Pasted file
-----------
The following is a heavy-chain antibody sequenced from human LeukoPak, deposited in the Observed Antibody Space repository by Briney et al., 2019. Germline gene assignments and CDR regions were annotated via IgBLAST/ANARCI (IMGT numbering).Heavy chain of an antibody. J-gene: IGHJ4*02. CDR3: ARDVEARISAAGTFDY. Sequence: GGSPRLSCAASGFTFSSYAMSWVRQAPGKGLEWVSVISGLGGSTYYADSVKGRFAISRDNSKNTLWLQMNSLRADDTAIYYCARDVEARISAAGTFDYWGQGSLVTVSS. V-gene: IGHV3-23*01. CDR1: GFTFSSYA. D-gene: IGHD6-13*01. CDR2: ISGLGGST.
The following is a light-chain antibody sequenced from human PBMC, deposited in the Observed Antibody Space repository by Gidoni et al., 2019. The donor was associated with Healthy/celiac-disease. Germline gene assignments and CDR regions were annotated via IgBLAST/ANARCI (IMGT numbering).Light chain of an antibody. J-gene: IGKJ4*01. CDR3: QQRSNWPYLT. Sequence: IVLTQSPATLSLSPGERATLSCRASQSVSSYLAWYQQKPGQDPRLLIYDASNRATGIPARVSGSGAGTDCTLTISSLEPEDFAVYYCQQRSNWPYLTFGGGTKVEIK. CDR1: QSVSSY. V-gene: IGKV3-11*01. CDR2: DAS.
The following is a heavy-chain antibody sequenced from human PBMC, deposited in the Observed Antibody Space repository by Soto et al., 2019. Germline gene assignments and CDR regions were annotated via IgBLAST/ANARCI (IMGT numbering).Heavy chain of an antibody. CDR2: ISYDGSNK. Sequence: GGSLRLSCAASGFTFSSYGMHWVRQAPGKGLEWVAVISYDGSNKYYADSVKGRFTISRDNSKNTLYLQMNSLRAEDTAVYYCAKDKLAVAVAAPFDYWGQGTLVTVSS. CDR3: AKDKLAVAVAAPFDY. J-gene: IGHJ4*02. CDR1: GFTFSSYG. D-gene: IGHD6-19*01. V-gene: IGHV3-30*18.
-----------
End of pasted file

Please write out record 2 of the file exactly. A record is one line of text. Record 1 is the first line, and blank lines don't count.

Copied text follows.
The following is a light-chain antibody sequenced from human PBMC, deposited in the Observed Antibody Space repository by Gidoni et al., 2019. The donor was associated with Healthy/celiac-disease. Germline gene assignments and CDR regions were annotated via IgBLAST/ANARCI (IMGT numbering).Light chain of an antibody. J-gene: IGKJ4*01. CDR3: QQRSNWPYLT. Sequence: IVLTQSPATLSLSPGERATLSCRASQSVSSYLAWYQQKPGQDPRLLIYDASNRATGIPARVSGSGAGTDCTLTISSLEPEDFAVYYCQQRSNWPYLTFGGGTKVEIK. CDR1: QSVSSY. V-gene: IGKV3-11*01. CDR2: DAS.